Many couples have renewed their vows here at Kalani, enjoying the epic oceanfront views from lookout point nearby, also called "The Point," where you can see lava flow into the water, or see turtles or whales jump out of the sea. Couples can enjoy plush tropical scenery on land or at sea, with so many scents and sights.

Many also enjoy healthy cuisine at Kalani which is legendary, including ahi tuna, basil limeade, and watercress soup. Along with many activities and yoga workshops to take and whales to watch at nearby Kahena beach, couples can combine intimacy with group activity here at Kalani.

Couples that come to Kalani get to practice Aloha Spirit, with each other and also with the friendly staff and volunteer community.

In the spirit of Aloha, don't forget to say "I Lava You" to everyone you can.


Tuesday, January 4, 2011

by Thomas Tunsch

Thomas TunschWhen I drove down the highway towards Kalapana on September 6th, it was not the first time that I looked forward to spending a vacation in Kalani. But this time was different, and that became clear as soon as I spotted the plume of Puhio-o-kalaikini where Pele is fighting with her sister Nāmaka. Never before, since my first visit to Puna in 1993, was the ocean entry of a lava flow so close to Kalapana, and it made me wonder what surprises I could expect during the next month.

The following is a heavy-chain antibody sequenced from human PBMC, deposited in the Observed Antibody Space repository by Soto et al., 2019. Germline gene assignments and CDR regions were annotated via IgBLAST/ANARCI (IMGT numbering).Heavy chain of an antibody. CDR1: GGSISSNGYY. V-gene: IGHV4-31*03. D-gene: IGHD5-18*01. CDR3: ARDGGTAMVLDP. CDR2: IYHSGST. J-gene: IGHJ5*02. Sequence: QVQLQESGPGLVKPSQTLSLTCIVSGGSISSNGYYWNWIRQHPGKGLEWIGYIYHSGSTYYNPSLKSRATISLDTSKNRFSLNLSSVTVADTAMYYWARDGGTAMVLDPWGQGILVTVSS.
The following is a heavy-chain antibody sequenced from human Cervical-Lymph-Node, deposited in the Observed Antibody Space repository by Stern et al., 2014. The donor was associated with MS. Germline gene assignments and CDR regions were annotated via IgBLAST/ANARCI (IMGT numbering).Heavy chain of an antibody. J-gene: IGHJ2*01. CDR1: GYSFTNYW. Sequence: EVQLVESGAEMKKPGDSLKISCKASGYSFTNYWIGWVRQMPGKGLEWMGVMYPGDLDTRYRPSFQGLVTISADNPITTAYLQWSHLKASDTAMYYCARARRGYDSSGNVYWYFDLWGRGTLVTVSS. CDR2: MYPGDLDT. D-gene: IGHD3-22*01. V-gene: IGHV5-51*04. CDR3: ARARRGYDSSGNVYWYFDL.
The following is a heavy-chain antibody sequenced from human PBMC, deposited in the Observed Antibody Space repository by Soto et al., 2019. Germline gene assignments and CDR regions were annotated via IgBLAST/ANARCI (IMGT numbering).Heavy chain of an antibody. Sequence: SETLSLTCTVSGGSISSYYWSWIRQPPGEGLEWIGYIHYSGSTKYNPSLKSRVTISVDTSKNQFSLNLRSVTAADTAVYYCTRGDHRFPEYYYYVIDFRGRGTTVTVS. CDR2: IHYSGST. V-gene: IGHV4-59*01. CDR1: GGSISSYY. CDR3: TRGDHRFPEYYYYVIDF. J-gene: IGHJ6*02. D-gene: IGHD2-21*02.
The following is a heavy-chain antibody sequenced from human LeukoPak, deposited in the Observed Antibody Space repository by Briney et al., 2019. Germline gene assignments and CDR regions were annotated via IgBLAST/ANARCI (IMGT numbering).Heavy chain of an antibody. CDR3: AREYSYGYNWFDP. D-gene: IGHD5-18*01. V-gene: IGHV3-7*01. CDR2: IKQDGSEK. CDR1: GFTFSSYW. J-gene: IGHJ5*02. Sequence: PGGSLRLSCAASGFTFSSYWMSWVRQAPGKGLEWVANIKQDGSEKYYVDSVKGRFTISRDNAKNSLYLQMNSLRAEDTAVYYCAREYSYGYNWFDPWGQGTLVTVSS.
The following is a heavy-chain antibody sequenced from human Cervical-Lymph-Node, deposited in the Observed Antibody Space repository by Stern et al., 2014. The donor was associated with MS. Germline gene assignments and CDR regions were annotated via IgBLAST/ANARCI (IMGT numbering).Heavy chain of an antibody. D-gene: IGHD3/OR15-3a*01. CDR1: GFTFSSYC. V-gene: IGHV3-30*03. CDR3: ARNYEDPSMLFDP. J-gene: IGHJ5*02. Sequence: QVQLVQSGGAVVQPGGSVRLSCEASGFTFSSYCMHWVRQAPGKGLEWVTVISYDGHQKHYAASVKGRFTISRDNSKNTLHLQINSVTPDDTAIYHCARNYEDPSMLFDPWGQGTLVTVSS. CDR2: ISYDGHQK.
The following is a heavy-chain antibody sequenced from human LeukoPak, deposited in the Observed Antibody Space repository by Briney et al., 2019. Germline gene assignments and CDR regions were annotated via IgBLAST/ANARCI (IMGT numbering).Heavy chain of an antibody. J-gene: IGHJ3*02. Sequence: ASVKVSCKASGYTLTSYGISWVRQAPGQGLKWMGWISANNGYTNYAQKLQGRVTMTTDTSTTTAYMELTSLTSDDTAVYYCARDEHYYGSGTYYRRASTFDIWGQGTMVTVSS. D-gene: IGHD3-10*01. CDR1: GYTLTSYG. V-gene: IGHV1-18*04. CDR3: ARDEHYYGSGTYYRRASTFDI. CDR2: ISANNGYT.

While entering the Red Road I felt like I was coming home. At the same time I saw the differences: there were only a few Lehua blossoms to spot. Well, my last visit in 2006 was during the Merry Monarch Festival, and I had been told already that the islands had been suffering from a serious drought for a long time. But soon I reached Kehena where the dark green tunnel over the road covered the signs of water shortage. Then I was surprised, because Hale Aloha right at the ocean front of Kalani wasn't there 4 years ago. How would the larger Kalani be different from the smaller community that I had experienced during several visits as a guest since 1998?

Soon I would know, because this time I would be a “Sabbatical Volunteer” – volunteering for two days every week and enjoying all the guests’ amenities for the remaining days. But even as a guest I would have the privileges like a regular volunteer with free classes and the choice to spend my time with other guests or in the ʻohana. Checking in at the “Guest Services” brought me back into the relaxed atmosphere of the place again – the friendly welcome, familiar faces and voices, and I'd live at “Ocean Vista” in the house which I knew from my last stay in 2006 already.